Posts Tagged ‘lightningsource’

This post continues my adventures in Self-Promotion. If you would like to read the first post on the subject, start here.

In case you were wondering, yes. I carry business cards. Some people may ask why, since I don’t provide a service or traditional product where I should need to be contacted directly. “Why not just do book signings?” I’ve been asked. Well, for one, I don’t have physical books on hand to do such. I’ve been researching print-on-demand through companies like Createspace or Lightningsource, but even then, carrying a ton of books around just to sign and hand out or sell isn’t feasible. What is? A business card.

Business cards are tiny. They’re just a sliver of card, they fit easily into a wallet or pocket. I can carry dozens of them at one time, and they don’t weigh me down.

Business cards make any encounter a potential for networking and sales. Never underestimate the power of networking–the person with whom you speak may not read your brand of fiction (or any fiction at all) but know someone who does. They could pass them along.

Business cards can make a sale even when you’re not around. I leave mine on community bulletin boards at work, at the grocery stores, with checks when I dine out.

Business cards can contain all the necessary information in a tiny package. While the front of the card has all the pretty colors and my brand (you know: “I’m In Your Universe, Exposing Your Brain.”), including a personal e-mail address and the address of my “publisher” Overlord M Press, the back is the real workhorse. It has the QR codes for Overlord M Press, and my author pages on Amazon and Smashwords.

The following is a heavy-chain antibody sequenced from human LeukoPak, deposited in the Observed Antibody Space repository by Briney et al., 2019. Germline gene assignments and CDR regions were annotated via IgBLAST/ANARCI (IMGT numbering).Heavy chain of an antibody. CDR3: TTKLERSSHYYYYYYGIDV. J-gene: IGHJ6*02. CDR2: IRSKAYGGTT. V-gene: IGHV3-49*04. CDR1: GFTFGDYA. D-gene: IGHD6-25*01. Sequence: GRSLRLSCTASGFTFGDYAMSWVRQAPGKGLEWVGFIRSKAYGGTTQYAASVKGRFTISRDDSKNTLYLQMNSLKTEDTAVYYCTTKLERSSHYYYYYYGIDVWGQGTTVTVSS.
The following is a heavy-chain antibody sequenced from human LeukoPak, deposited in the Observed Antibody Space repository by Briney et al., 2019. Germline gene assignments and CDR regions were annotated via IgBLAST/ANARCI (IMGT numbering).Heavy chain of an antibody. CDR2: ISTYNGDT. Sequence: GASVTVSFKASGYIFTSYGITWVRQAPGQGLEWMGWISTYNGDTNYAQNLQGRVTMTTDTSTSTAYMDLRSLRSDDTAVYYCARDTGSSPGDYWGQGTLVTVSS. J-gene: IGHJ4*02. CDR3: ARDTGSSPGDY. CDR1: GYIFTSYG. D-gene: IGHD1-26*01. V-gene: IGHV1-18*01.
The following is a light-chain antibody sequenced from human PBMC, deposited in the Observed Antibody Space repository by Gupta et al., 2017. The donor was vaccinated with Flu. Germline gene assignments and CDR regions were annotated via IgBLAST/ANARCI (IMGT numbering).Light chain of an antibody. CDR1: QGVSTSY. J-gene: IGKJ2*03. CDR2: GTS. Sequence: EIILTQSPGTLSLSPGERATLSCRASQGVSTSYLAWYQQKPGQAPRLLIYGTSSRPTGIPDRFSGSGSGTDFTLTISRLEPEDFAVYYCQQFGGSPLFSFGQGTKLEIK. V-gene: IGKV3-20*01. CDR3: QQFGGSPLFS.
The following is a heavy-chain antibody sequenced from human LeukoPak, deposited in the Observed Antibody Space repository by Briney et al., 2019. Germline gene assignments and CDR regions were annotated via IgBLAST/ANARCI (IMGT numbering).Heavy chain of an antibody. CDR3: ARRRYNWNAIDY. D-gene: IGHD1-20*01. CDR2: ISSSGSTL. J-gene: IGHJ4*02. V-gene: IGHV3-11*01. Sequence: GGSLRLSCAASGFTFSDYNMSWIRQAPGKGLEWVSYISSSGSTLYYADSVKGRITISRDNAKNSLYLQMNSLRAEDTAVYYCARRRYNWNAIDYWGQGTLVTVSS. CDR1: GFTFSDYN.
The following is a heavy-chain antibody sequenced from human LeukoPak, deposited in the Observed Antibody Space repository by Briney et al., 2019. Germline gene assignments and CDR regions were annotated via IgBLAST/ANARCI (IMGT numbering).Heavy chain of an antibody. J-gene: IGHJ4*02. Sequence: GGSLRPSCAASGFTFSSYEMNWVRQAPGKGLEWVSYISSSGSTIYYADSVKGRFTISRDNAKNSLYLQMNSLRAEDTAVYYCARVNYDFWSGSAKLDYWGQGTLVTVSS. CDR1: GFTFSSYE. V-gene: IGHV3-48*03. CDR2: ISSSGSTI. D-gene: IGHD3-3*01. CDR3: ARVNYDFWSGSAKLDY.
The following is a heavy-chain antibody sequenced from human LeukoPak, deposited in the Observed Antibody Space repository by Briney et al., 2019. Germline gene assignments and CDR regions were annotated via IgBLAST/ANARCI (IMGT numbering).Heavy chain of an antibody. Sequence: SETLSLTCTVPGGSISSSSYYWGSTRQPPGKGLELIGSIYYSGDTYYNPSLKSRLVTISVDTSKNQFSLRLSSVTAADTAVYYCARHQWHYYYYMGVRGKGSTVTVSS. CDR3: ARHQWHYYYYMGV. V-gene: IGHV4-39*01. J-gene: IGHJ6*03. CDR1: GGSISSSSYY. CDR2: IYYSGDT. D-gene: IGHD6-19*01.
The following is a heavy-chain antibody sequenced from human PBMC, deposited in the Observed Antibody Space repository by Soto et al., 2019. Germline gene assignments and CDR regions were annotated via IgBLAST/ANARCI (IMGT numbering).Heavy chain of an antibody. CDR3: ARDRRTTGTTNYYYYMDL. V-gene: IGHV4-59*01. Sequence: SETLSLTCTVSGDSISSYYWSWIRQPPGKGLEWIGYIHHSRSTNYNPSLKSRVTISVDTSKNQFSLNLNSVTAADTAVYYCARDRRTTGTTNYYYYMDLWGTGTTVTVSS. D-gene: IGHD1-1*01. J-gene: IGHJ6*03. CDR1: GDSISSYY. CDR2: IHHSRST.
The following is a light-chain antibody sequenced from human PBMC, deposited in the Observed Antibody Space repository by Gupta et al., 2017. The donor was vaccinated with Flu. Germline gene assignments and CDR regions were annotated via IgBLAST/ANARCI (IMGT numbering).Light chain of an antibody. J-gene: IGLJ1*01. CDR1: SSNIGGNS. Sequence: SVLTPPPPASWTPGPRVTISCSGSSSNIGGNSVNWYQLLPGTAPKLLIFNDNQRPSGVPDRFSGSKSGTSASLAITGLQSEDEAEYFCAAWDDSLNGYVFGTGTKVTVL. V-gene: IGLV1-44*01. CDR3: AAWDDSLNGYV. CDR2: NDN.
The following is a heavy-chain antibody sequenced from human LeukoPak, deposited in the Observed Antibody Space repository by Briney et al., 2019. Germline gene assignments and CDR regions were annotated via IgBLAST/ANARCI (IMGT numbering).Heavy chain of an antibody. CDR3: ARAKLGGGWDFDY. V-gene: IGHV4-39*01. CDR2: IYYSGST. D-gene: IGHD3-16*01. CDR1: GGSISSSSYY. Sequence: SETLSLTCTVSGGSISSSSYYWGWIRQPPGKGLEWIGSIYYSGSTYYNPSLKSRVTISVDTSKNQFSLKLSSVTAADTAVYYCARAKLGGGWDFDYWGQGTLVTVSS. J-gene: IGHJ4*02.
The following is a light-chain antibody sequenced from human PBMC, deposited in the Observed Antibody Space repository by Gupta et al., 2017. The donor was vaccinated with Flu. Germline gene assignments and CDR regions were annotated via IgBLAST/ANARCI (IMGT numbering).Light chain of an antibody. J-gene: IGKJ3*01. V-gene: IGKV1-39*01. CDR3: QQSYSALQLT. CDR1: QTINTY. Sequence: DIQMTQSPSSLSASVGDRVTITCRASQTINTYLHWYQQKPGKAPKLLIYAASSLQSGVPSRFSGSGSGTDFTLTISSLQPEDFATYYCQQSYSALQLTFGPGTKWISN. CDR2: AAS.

Business cards are endlessly customizable. Use a little Google-fu and you can find hundreds of millions of places to get them. I used my own images (although I wasn’t terribly happy with the result, as the dark blue dropped out of the final printing) but overall they came out as I wanted them.

Business cards are cheap. They’re getting less and less expensive as more companies strive to print up a batch of quality-cardstock in order to secure your commerce for their other products.

What other products, you say? Well, T-shirts for one. I had one printed up that has my book cover on front and the aforementioned QR codes on the back. (This may not be an option if you’re paranoid about people following you with your camera, trying to scan the code. You are warned.) For me, my goal is to have a t-shirt for each of my books and novels and to choose the shirt to fit the venue. For example, if my stories about the American Revolution, In the Light of Liberty, were complete and published, I would make a shirt and wear it to the Gunmaker’s Fair I will be attending this weekend. Talk about networking without saying a word!

Don’t overlook the little powerhouse of the business card. You really can make it work for you if you are marketing on a budget.